They look like something out of a sci-fi action movie, but the three wearables that came out on top at Intel's inaugural "Make It Wearable" contest are out to change the world.
Snapping a selfie will no longer include the cumbersome process of holding your smartphone with an outstretched arm while trying to get the perfect angle.
Self-admiring techies of the future will instead be able to turn to Nixie, a drone worn on the wrist that can detach, take flight and snap photos from countless different perspectives.
The technology, which uses Intel's Edison chip, took the $500,000 grand prize.
"You should be able with a gesture to tell the quadcopter to unfold, then it is going to take off from your wrist," Christoph Kohstall, the inventor of Nixie, said in a video showing off the wearable drone.
"It knows where you are," he said. "It turns around, takes a picture of you, comes back and you can catch it from the air and put it back on your wrist."
Open Bionics, a team from the United Kingdom, took second place with their 3-D printed robotic hand that boasts a cost of under $1,000 but maintains the same high function as other more expensive, competing devices.
"It has tendons, just like your human hand and then a rubber surface to act like the skin and then actuators pull the tendons, which make the fingers move," creator Joel Gibbard said in a video detailing the project.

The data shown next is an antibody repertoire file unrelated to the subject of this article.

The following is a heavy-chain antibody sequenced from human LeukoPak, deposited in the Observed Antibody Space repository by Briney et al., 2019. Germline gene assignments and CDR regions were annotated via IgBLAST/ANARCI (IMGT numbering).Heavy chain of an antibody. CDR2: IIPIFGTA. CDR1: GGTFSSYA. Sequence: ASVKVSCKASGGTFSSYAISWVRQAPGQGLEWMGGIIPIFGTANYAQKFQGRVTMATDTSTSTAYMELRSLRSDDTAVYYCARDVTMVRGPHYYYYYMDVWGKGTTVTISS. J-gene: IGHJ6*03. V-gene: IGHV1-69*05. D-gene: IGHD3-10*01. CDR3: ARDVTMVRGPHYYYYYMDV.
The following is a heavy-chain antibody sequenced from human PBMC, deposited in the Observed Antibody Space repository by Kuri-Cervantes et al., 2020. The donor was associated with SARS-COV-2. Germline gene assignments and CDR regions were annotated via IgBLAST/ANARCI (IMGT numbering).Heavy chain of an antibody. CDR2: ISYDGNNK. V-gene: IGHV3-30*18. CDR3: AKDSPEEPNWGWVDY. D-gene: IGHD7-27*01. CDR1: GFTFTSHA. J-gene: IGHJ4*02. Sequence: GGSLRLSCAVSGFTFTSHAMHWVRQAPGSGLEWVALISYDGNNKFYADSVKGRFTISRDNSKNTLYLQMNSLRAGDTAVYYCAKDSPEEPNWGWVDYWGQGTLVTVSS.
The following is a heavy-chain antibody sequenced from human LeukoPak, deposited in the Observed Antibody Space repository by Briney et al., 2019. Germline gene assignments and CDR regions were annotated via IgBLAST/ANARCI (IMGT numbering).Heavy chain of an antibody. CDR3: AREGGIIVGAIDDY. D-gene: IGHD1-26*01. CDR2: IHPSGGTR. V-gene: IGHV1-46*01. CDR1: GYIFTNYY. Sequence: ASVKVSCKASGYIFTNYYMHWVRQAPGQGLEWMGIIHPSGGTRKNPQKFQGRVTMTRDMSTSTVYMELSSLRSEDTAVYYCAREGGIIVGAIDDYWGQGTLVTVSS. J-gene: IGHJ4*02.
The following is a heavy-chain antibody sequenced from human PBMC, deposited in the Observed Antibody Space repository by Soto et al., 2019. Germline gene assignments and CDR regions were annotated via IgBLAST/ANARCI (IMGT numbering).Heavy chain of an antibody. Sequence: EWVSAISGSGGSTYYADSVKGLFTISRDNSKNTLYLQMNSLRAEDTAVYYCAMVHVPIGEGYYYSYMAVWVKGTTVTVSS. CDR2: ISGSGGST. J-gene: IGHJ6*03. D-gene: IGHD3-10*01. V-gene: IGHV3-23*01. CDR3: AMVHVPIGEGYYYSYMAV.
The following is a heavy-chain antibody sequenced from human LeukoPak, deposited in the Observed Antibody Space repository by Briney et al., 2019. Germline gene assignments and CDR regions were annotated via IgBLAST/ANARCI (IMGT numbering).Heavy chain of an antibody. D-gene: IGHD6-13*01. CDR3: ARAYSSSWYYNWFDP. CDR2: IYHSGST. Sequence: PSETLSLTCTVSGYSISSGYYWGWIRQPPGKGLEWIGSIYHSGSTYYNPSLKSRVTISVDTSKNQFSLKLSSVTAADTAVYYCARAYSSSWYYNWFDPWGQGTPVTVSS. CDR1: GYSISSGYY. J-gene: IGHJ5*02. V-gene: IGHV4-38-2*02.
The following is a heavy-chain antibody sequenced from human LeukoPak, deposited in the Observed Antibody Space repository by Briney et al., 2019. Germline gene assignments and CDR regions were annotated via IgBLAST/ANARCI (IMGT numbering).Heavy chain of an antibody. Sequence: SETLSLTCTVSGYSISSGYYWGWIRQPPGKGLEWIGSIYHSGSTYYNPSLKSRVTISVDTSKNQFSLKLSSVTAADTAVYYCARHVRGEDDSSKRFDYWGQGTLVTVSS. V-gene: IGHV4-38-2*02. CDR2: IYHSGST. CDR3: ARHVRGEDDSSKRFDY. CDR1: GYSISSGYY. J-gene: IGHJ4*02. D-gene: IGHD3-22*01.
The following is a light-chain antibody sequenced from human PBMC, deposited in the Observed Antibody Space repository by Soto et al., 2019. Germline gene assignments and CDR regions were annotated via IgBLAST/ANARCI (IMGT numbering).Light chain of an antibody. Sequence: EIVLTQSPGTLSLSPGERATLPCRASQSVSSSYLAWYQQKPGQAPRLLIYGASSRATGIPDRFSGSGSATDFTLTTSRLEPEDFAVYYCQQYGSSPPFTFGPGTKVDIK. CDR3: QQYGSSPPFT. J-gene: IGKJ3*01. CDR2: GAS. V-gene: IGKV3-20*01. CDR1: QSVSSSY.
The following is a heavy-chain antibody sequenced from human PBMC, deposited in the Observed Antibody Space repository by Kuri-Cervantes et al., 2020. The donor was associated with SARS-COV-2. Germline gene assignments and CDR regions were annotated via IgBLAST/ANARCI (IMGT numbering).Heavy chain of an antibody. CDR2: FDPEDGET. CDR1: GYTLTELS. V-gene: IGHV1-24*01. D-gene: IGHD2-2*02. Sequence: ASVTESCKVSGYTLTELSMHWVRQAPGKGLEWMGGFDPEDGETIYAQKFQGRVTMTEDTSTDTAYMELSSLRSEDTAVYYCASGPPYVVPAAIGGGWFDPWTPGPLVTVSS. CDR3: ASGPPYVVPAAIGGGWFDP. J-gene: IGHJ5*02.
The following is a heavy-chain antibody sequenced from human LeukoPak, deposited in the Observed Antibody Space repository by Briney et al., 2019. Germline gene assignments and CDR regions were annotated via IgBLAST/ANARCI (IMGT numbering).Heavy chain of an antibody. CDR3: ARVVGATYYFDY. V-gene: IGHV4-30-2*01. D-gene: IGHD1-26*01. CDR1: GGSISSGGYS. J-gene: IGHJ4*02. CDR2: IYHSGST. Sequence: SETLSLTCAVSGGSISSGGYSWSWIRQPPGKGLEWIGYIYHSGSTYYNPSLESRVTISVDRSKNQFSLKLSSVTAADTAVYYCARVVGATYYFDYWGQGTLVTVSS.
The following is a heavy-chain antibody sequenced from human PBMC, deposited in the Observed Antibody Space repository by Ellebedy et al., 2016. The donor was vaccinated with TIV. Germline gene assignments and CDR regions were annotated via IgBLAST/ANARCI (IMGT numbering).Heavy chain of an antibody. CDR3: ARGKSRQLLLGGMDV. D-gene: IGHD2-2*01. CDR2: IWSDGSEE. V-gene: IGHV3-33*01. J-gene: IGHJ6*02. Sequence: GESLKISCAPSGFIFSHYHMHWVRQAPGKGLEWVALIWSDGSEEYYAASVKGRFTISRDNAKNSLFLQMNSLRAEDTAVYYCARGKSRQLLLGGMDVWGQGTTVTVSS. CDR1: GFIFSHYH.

His partner, Sammy Payne, said she was inspired to work on the project after her friend's mother couldn't afford hand that cost 14,000 pounds.
"She just wants to be able to tie her hair back," Payne said. "It's just a small thing we all take for granted but that makes a huge difference to an amputee."
If you want to feel a little like Michael Jackson while you work, then the third place technology -- a power glove equipped with Wi-Fi, Bluetooth and Intel's Edison chip -- is for you.
Built by a German team, the ProGlove fits on the hand like a regular glove but promises to make sure workers are more ergonomic and productive.
"I worked in the car factory and I remember that they all had gloves in the production, so this would be a good point to start with a wearable device," said Paul Günther, a co-founder.
Another benefit: The founders say the ProGlove could reduce "costly workplace mistakes."